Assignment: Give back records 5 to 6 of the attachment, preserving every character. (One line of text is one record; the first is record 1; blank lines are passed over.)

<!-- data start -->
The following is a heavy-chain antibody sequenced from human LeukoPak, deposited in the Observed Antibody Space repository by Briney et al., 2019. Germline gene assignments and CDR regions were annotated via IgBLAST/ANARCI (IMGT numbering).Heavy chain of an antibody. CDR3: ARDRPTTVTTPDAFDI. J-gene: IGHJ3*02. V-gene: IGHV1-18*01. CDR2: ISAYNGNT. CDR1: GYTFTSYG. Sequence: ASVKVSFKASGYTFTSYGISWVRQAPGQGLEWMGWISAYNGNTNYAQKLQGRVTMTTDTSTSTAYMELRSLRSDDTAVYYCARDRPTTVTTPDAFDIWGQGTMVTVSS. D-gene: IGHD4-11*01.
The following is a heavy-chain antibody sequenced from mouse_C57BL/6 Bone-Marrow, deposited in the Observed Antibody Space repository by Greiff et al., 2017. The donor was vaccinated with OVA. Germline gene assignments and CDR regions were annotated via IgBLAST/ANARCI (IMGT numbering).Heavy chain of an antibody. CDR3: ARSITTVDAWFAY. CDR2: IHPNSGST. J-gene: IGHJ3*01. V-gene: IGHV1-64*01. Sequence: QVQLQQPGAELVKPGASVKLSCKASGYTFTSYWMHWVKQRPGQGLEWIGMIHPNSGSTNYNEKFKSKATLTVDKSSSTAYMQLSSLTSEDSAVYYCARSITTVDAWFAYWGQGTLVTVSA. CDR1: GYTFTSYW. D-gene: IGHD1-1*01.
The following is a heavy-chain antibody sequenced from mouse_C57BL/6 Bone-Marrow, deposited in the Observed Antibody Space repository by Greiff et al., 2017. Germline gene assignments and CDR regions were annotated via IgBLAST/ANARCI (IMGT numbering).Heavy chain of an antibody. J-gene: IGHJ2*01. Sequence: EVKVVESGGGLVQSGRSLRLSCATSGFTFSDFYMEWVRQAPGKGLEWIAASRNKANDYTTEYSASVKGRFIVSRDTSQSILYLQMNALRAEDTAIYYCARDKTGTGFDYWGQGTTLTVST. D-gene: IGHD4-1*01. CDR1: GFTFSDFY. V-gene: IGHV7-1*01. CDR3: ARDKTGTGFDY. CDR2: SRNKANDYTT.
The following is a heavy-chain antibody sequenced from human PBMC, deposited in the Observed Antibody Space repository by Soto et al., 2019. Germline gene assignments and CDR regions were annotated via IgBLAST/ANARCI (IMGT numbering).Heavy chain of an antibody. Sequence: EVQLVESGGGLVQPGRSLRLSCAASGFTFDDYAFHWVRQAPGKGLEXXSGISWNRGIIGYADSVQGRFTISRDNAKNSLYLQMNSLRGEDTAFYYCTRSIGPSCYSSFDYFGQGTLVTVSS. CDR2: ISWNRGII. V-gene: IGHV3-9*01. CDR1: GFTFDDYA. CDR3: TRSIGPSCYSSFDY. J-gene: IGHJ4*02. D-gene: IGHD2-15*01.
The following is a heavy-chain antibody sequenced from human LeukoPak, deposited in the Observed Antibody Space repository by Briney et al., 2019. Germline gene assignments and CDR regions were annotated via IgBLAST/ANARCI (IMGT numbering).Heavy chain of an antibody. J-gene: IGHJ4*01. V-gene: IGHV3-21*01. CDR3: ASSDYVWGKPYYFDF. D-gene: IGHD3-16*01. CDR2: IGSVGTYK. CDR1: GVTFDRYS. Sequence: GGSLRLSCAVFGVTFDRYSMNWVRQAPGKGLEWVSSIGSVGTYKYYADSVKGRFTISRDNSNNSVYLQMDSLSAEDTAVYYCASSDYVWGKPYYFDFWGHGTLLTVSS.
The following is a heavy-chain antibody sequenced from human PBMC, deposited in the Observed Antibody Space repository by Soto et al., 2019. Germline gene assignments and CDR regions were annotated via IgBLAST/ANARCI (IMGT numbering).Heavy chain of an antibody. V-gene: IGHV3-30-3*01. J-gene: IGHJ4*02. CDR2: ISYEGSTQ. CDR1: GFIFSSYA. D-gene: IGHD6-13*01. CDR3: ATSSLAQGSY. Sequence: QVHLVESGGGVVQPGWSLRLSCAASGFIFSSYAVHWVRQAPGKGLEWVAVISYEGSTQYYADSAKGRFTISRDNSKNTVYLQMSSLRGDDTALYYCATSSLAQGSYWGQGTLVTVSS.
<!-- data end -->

The following is a heavy-chain antibody sequenced from human LeukoPak, deposited in the Observed Antibody Space repository by Briney et al., 2019. Germline gene assignments and CDR regions were annotated via IgBLAST/ANARCI (IMGT numbering).Heavy chain of an antibody. J-gene: IGHJ4*01. V-gene: IGHV3-21*01. CDR3: ASSDYVWGKPYYFDF. D-gene: IGHD3-16*01. CDR2: IGSVGTYK. CDR1: GVTFDRYS. Sequence: GGSLRLSCAVFGVTFDRYSMNWVRQAPGKGLEWVSSIGSVGTYKYYADSVKGRFTISRDNSNNSVYLQMDSLSAEDTAVYYCASSDYVWGKPYYFDFWGHGTLLTVSS.
The following is a heavy-chain antibody sequenced from human PBMC, deposited in the Observed Antibody Space repository by Soto et al., 2019. Germline gene assignments and CDR regions were annotated via IgBLAST/ANARCI (IMGT numbering).Heavy chain of an antibody. V-gene: IGHV3-30-3*01. J-gene: IGHJ4*02. CDR2: ISYEGSTQ. CDR1: GFIFSSYA. D-gene: IGHD6-13*01. CDR3: ATSSLAQGSY. Sequence: QVHLVESGGGVVQPGWSLRLSCAASGFIFSSYAVHWVRQAPGKGLEWVAVISYEGSTQYYADSAKGRFTISRDNSKNTVYLQMSSLRGDDTALYYCATSSLAQGSYWGQGTLVTVSS.